As is the general case with owls, the female is considerably larger than the male, although the male has a deeper voice. They are year-round residents in the Rockies and very early nesters, sometimes incubating eggs beneath a blanket of snow. In February and March, naturalists make night time outings to detect the owls as they call to each other while establishing territory and preparing to breed. Submitted by Daryl Calder.

The list:

Pied-billed Grebe
Red-necked Grebe
Eared Grebe
Canada Goose
Cinnamon Teal
Northern Shoveler
Ruddy Duck
Duck ‘Species’
Bald Eagle
Northern Harrier
Red-tailed Hawk
American Coot
Greater Yellowlegs
Lesser Yellowlegs
Shorebird ‘Species’
Gull ‘Species’
Great Horned Owl
Common Nighthawk
Northern Flicker
Eastern Kingbird
American Crow
Western Bluebird
Mountain Bluebird
American Robin
Cedar Waxwing
European Starling
Warbler ‘Species’
Chipping Sparrow
Clay-colored Sparrow
Vesper Sparrow
Savannah Sparrow
Red-winged Blackbird
Western Meadowlark
Brewer’s Blackbird
Brown-headed Cowbird

24 June 2012

Finishing Point Counts in 11PQ04

The Cherry Lake square

in the middle of nowhere, on the edge of the East Kootenay Trench




Greg taught me how to find hillside Spotted Sandpiper nests - HE learned it from Gary last weekend in Nakusp.

I thought they only nested on the flats - but that's because previous nests I've found were in the Chilcotin - where it is flat.  Our Mountain Spotties don't mind roadside banks at all!

We found a couple. Cool.

Four Spotted Sandpiper eggs in this nest.

Seven Spotted Sandpiper eggs in this one.

This is my "Year of the Grouse"

First it was my encounter with a pair of Dusky Grouse trying to do their thing in the middle of the road (see Dusky Grouse animation blog post ).

Then, it was my lifer Spruce Grouse I spotted after ablutions (see 'Up the Skookumchuck' blog post ).

This time it was a couple of sets of mothers and chicks! Super cool! - but I only have pics of one of the species.

Ruffed Grouse chick

Momma Ruffed Grouse between me and one chick.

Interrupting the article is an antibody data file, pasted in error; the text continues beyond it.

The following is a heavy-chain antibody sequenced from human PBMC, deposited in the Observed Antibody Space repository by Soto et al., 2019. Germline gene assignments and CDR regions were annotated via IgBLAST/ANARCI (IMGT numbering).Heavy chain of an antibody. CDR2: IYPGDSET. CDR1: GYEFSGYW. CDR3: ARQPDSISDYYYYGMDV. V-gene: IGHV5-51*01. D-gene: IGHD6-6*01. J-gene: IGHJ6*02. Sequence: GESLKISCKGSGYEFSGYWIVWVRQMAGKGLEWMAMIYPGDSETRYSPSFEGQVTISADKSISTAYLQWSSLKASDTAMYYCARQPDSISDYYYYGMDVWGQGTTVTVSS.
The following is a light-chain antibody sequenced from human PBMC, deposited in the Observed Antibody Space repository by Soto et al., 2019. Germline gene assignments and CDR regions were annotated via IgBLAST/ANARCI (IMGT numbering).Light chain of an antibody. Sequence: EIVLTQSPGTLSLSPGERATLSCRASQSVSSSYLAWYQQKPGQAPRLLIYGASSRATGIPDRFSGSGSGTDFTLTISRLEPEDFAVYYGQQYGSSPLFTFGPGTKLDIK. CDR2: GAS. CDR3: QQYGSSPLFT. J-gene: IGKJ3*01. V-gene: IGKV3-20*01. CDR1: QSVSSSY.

We spotted this family first, after we paused at the bottom of a ditch dug across the road a long time ago as part of the "decommissioning". Thankfully, these ditches were not as bad as the ones up Lamb Creek a couple of years ago. I don't ever have to go there again.

I spotted a chick first but mistakenly initially identified it as a vole or something. LOL.  We had to wait about 10 minutes for all eleven chicks to cross the road.

The next family was just down the road! A Spruce Grouse momma and 3 chicks.

Mountain bovine families:

Range cows checking us out.

It was a good day of atlassing - nice to finish off a Priority 1 square.

23 June 2012

23 June 2012 Atlassing Needs Update

The table below is also available to view here:

BC Breeding Bird Atlas
Region 1 – Southern Trench

2012 Square Recommendations
Updated 23 June 2012
  prepared  by Dianne Cooper

to Go

Moyie Lake North
10 / 6

Patrick S.
Moyie Lake South

Pierre J.
Teepee FSR East

Pierre J.
Hidden Valley
9 / 0

(Dianne C.)
Gold Creek

Dianne C.

Findlay Creek FSR Mid E
9 / 0

Island Pond to Torrent

Cam G.
Skookumchuck Prairie
4 / 6

Dianne C.

Colvalli Road
5 / 6

(Dianne C.)
Bull River
10 / 8

Englishman Creek Newgate
10 / 4

Baynes Lake East
10 / 10

Kishinena Peak
6 / 4

Connor Lakes

Michel - Olson
10 / 6

Upper Elk Squares

Dean N.

Done so far in 2012

to Go

Cranbrook Airport
4 / 0
Dianne C.
Cranbrook Airport
4 / 0
Dianne C.
LD Ranch Rd
8 / 6
Dean N.
Moen Rd
1 / 0
Dianne C.
Larchwood Lake
10 / 10
Dianne C.
Canal Flats
7 / 5
Cam G.
Bummer's Flats
8 / 0
Dean N.
Premier Lake

Cam G.
Cherry Lake
4 / 5
Dianne C.
7 / 0
Dean N.
Edwards Lake

Dean N.
Dorr Cut Off Road
10 / 0
Dean N.

Dean N.

Kevin K.
Grasmere Roosville Rd

Dean N.
Fernie E
5 / 0
Kevin K.
Weigert Cr

Dean N.
Elkford W.

Dean N.

Kevin K.
Fording R Rd S
10 / 0
Dean N.
10 / 8
Kevin K.

Region 1 Summary Statistics
Number of species: 190
Nr of point counts:   760
Nr of spp on point counts: 144
Nr of squares with point counts: 61

We have reached our target of 50 percent coverage for point counts. Yay!